The Pentagon announced the release of four Guantanamo Bay detainees to the Kingdom of Saudi Arabia Wednesday, lowering the number of remaining detainees to 55.
Salem Ahmad Hadi Bin Kanad, Muhammed Rajab Sadiq Abu Ghanim, Abdallah Yahya Yusif Shibli, and Muhammad Ali Abdallah Muhammad Bwazir were all
former al-Qaida members with a long history of terrorist activity.
Kanad, a native of Yemen, reportedly fought against U.S. forces as a commander in the 55th Arab Brigade, an elite guerrilla unit personally created by Osama bin Laden. While his review in April, 2016, indicated that he wanted to be released to live a peaceful life with his family in Riyadh, Kanad consistently expressed a desire to engage in jihad prior to his capture.
Ghanim, also a Yemeni citizen, was once a personal bodyguard to Osama bin Laden. He associated with the terrorists responsible for the USS Cole bombing in 1999 and a suspected 9/11 hijacker and may have ties to the Hezbollah terrorist organization. Ghanim has a long criminal history, which includes sabotage, theft and weapons smuggling. He also is suspected of fighting with bin Laden’s 55th Arab Brigade.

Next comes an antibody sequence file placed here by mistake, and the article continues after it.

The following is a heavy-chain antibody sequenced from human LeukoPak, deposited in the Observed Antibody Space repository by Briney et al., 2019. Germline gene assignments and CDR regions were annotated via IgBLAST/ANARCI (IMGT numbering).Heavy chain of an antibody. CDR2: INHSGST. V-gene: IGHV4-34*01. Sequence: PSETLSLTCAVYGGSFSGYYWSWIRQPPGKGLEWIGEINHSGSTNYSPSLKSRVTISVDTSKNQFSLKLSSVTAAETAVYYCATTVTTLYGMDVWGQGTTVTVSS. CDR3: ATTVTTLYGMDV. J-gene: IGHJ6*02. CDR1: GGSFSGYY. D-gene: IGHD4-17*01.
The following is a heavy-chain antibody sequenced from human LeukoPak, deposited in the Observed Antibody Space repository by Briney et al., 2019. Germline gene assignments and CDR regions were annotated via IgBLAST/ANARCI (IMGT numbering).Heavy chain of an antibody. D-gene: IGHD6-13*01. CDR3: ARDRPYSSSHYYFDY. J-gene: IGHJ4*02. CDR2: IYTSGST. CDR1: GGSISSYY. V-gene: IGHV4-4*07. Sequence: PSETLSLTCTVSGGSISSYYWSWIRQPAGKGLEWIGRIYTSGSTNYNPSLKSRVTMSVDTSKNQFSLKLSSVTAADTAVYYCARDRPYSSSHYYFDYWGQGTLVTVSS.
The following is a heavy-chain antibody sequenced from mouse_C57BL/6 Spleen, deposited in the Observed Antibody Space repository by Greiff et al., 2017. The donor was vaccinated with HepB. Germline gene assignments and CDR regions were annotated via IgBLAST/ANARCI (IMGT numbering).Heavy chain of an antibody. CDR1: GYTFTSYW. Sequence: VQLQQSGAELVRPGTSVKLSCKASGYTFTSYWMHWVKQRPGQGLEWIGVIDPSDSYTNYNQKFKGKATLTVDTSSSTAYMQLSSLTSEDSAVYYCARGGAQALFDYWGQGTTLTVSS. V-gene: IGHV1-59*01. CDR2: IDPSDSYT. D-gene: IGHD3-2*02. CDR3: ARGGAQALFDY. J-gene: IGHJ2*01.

Shibli, a Saudi native, fought for al-Qaida during the infamous raid on Osama bin Laden’s Tora Bora compound. He is known to have attended several al-Qaida training camps in Afghanistan.
Mohammed Ali Abdullah Bwazir, a Yemeni citizen, is also a former member of the infamous 55th Arab Brigade. He willfully admitted to U.S. military personnel to fighting coalition forces in Afghanistan and continued to display extremist tendencies after his capture and detainment. Military officials at one point warned he would likely seek out terrorist contacts if he were to be released.
President Obama made closing the the detention facility at Guantanamo Bay a key policy objective throughout his presidency. He created the Periodic Review Board, which is comprised of senior officials from various government departments, in order to determine the suitability of release for the detainees. Many of the detainees released under the Obama administration were deemed “high risk” and between 18 and 30 percent have returned to terrorism.